Letter by Madias Regarding the Article, “Repolarization Alternans Reveals Vulnerability to Human Atrial fibrillation”
To the Editor:
The important article by Narayan at al, published on June 28, 2011 in Circulation,1 extends the arrhythmia prognostic testing application of electric alternans from the ventricular to the atrial cardiac repolarization. The authors measured in the setting of an electrophysiology study of a total of 33 patients with a history of paroxysmal, or persistent atrial fibrillation (AF), or no such history, the action potential duration (APD) in the left atrium (in all patients) and in the right atrium (some patients) during pacing at heart rates from 100 to 120 milliseconds, up to the point of emergence of AF. The main findings were as follows: (1) a progressively faster pacing rate for the generation of AF was noted in patients with persistent AF, paroxysmal AF, and no such history; (2) APD alternans was found in patients with AF even at rest or low pacing rates; (3) APD alternans preceded emergence of AF; (4) APD alternans was not seen in patients with no history of AF; (5) APD alternans occurred at lower pacing rates and/or larger magnitudes in patients with persistent AF than in patients with paroxysmal AF. It is clear that the authors have described a continuum in this cohort, from the patients with no history of AF, to those of paroxysmal AF, and those with persistent AF. Was there a parallel noted in the electrocardiographic measurements of the P-wave indices in these patients? I am sure that these 33 patients had at least 1 standard ECG, and most contemporary and ECG recording and management systems use measurements of amplitude and duration of the P waves from all 12 ECG leads. Magnani et al2 reported that in the Framingham Heart Study the maximum P-wave duration, but not the P-wave dispersion (maximum-minimum P-wave durations) of the upper fifth percentile was associated with long-term AF risk in patients ≥60 years old. Some of the 33 patients had probably >1 ECG recorded, before and after AF ablation, and thus the effect of this procedure on, and the reproducibility of, the automated P-wave measurements could be explored. This opportunity should not be lost, because such ECG indices are accessible to all physicians caring for patients with, or who are destined to develop, AF.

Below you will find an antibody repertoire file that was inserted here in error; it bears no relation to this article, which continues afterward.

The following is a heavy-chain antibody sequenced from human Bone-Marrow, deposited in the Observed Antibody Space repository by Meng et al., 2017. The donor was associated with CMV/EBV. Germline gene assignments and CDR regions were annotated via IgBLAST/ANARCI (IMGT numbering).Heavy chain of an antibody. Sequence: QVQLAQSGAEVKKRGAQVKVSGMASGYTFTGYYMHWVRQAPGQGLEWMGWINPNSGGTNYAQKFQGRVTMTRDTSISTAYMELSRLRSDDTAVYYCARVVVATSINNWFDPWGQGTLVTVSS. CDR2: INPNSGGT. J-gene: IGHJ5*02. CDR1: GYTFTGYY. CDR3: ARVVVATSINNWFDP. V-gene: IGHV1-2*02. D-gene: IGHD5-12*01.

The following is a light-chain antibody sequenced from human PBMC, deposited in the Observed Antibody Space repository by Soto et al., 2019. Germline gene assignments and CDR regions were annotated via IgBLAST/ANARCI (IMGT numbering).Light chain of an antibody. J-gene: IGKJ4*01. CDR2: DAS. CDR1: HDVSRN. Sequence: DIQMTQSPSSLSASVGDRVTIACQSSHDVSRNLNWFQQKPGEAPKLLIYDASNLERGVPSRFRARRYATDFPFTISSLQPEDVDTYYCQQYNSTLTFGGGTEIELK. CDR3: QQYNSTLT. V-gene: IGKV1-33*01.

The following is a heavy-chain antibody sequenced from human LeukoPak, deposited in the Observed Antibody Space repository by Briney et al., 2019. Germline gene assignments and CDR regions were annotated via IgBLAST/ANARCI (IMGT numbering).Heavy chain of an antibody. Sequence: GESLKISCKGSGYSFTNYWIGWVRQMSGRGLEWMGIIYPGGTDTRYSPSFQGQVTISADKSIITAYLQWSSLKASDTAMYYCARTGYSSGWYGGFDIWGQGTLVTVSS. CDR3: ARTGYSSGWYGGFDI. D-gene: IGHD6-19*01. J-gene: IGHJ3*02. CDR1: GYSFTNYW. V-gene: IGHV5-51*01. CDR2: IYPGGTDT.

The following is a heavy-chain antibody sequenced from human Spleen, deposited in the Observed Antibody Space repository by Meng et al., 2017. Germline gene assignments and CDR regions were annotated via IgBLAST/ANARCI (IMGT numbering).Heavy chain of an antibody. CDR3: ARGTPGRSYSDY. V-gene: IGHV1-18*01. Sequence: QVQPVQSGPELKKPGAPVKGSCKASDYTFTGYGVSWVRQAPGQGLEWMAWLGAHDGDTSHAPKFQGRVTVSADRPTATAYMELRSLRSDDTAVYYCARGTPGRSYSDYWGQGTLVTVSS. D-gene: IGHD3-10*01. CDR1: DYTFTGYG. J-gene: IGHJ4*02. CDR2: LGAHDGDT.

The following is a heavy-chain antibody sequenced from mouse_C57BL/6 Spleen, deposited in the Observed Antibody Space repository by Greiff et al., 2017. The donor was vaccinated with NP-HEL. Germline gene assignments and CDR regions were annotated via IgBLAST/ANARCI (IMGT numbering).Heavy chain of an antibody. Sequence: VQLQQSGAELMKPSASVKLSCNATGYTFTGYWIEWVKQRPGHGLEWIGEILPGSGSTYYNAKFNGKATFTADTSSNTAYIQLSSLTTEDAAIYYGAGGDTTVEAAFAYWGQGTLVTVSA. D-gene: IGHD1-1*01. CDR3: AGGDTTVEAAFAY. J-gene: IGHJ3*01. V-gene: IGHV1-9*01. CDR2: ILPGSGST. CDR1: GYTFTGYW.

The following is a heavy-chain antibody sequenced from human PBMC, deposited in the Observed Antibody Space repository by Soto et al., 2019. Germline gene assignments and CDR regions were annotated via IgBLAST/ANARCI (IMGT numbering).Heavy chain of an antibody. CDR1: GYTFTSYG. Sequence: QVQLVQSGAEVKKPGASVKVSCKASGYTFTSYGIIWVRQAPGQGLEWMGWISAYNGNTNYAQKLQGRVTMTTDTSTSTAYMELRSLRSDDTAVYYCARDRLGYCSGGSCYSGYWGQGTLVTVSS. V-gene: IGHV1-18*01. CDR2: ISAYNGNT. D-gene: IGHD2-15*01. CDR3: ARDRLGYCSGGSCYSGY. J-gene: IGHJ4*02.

John E. Madias, MD, FACA, FAHA
Mount Sinai School of Medicine of the New York University
Division of Cardiology
Elmhurst Hospital Center
New York, NY
- © 2011 American Heart Association, Inc.